At Kobayashi's meditation hall, instructor monks of a higher rank who enforce discipline cite a solid reason and impose punishment in the presence of many other monks.

"Inflicting injury is out of the question, but when upholding tradition, where do we draw the line?" Kobayashi asked, pointing out the problem. "Don't we need a debate on this?"

Kate Walker - a wannabe wisdom Being


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Re: Buddhists forced to address violence against monks in training
« Reply #1 on: April 14, 2014, 06:17:41 AM »
I think in this modern world there is no place for "violence" and that is unfortunate. We are in a degeneration age where perceived violence; even punishing one's own children may land one in jail. The laws of the country, while it need to be respected and followed are design to generally protect its' citizen and it includes various laws against violence. It is difficult for Buddhist Masters to justified these acts of violence in the eyes of the law, hence it is unfortunate.


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Re: Buddhists forced to address violence against monks in training
« Reply #2 on: April 14, 2014, 06:23:18 AM »
In Buddhism only the highest of Masters are regarded to have the ability to perceive karma clearly and to use "violence' to purify the karma of the students. Having said this, if these Masters have high attainments, then within the framework of modern laws and social norms, the acts of violence may not be necessarily the only way to "purify" the negative karma of the students. A Master can use other purification methods for or to the students. I think this is logical.

Kim Hyun Jae

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Re: Buddhists forced to address violence against monks in training
« Reply #3 on: April 14, 2014, 02:04:12 PM »
Buddha has taught 84,000 ways or methods or skillful means to eradicate certain issues or problems as a solution to help others overcome their negative karma or propensities.

I tend to agree with YontenJamyang. Buddhism need to evolve from the traditional ways of punishment or "violence" to fit today's world and laws of the respective country in order to train their students. BUT "violence" is definitely NOT the only way to help a dharma student. A Guru can use other methods to help the student to gain realization or transformation of their mind via certain work they need to do.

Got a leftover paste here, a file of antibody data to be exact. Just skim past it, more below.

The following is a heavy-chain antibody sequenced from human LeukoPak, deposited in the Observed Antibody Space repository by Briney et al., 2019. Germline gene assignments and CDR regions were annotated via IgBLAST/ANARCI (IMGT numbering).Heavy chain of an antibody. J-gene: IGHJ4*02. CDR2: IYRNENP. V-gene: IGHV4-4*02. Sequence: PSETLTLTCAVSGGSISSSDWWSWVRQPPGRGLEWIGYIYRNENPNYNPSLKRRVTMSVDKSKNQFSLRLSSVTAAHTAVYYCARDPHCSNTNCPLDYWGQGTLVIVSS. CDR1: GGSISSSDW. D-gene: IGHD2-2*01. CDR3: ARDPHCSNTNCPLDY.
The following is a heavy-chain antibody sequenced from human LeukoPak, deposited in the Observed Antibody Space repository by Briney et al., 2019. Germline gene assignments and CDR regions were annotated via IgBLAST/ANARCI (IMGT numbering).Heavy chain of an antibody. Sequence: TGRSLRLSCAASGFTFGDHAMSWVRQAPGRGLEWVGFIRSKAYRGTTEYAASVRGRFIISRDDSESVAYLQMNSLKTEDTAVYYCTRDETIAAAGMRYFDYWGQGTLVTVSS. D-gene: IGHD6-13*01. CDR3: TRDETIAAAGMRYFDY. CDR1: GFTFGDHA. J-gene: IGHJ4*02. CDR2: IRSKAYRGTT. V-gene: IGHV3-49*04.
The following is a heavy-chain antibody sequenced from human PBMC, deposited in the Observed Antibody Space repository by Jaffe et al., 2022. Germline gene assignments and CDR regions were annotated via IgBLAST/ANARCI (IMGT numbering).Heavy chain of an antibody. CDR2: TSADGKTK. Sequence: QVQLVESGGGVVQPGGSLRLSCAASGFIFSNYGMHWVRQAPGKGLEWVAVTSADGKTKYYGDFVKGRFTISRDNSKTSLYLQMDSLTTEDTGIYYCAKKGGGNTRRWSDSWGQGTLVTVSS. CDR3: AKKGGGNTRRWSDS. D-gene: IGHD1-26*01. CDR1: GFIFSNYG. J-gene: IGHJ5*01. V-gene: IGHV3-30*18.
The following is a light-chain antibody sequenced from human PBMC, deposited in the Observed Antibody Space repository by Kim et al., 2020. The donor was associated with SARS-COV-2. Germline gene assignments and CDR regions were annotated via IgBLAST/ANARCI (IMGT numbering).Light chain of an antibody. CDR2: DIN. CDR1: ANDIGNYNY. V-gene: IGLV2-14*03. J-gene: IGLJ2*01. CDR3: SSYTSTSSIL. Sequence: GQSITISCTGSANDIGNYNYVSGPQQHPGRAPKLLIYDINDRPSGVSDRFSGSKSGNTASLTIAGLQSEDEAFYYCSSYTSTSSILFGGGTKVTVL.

Even the slowest of the student like Chudapanthaka were given the opportunity to purify his karma and obscurations by sweeping the temple and developed perseverance. "Abandon dirt, abandon stains".

Freyr Aesiragnorak

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Re: Buddhists forced to address violence against monks in training
« Reply #4 on: April 20, 2014, 07:34:37 AM »
I agree with the sentiments of some of the others who have commented on this article. Violence can be used a form of purification  of karma as found in many stories of great masters, however in this day and age I feel a little that maybe this has been used by those in positions of authority to abuse their power maybe? It is an easy line that can be crossed. Maybe we should do without the institutionalised use of violence in learning institutions like the stick?


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Re: Buddhists forced to address violence against monks in training
« Reply #5 on: April 20, 2014, 10:00:55 AM »
It is wrong to inflict pain or cause harm to others. That is the basic principle of Buddhism. To cause harm to monks in training is considered violence.  Trainers involved must be skilful and know the acceptable limits when training the monks. The monks involved in the training must also be aware of their rights and speak up should they be mistreated.
Highly attained masters have the clairvoyance to know what is the best and skilful method including the "violent" method to use to train a student.  The said master definitely know through his clairvoyance and observation whether the student is capable of being trained using the "violent" method. Hence the violence issue does not arise when the said Buddhist master is genuinely concerned with the spiritual development of his students.
It is totally unacceptable if the motivation of the trainer is wrong, he abuses his authority and limits and he inflicts unnecessary harm on his student.
It is thus essential to ensure the rules and ethics of a monastery or Buddhist centre are complied with to stop any form of violence from occurring. Otherwise the victims will resort to the secular law to protect themselves from harm or violence.